It is August 1, 1986. I have one month left of summer vacation before I start my freshman year of highschool. School – long days of commuting, studying, and fraught social interactions – is hard. Thus, the first of August commences the bittersweet period of sadness as I count away the remaining month of freedom. I eulogize each last lazy ritual. It’s not that I particularly hate school, but like jumping into water, I know it will feel far different at school than my current carefree (and somewhat bored) idleness. In retrospect, I recall better school than how I frittered away summers.
Today is December 2, 2018. I have exactly one month left of unemployment before I start work again just after the turn of the new year. I’m ready for work again and its routines, struggles, studies, coworkers, projects, and frustrations. Nonetheless begins today the wistful losing of idle freedom.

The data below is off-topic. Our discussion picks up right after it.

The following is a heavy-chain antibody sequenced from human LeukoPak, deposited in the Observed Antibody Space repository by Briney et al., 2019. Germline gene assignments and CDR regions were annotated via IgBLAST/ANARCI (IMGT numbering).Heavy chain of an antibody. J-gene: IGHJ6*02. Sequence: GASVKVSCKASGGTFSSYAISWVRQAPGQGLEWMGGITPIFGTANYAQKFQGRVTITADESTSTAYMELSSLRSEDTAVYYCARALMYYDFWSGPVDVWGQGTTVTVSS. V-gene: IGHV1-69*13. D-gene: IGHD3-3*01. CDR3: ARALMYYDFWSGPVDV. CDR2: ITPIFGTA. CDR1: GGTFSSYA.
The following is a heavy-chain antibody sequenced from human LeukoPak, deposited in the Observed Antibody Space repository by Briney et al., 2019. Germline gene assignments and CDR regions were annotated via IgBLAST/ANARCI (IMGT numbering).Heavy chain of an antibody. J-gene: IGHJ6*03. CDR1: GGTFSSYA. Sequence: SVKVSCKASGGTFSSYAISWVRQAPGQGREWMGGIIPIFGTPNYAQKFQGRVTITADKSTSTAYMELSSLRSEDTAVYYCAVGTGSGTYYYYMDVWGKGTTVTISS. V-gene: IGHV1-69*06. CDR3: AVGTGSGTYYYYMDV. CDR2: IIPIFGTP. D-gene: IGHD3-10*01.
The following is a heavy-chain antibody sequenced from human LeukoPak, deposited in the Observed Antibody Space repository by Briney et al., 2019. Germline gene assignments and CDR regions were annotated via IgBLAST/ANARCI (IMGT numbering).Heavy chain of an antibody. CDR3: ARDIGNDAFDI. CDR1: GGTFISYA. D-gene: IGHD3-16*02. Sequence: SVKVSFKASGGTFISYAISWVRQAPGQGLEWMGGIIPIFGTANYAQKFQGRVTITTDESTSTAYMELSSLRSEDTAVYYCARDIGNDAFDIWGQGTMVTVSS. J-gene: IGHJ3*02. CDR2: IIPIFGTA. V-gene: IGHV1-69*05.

I hunker down as if preparing for a hurricane. Best now see the dentist, get all the groceries, clean the apartment, and do all the fun errands, as I will be parsimonious with time once I jump back into the briskness of new work. I need to realize I’m not dying, just changing.
Stephanie notes my obsession (almost compulsive) with rituals. Most of my rituals are situational and subject to change upon transitions. I know in a month I will stop regular writing, may stop my 7-minute daily exercises, and may not have time anymore for leisurely breakfasts. I know that my life in a month will be eagerly but drastically different than my current routines, and I mourn the end of my freedom and that person.
I decided not to run off to either Hawaii by myself or Florida with Spinach and Giorgio. I’d rather savor idleness in San Francisco. Go out, be present, delight.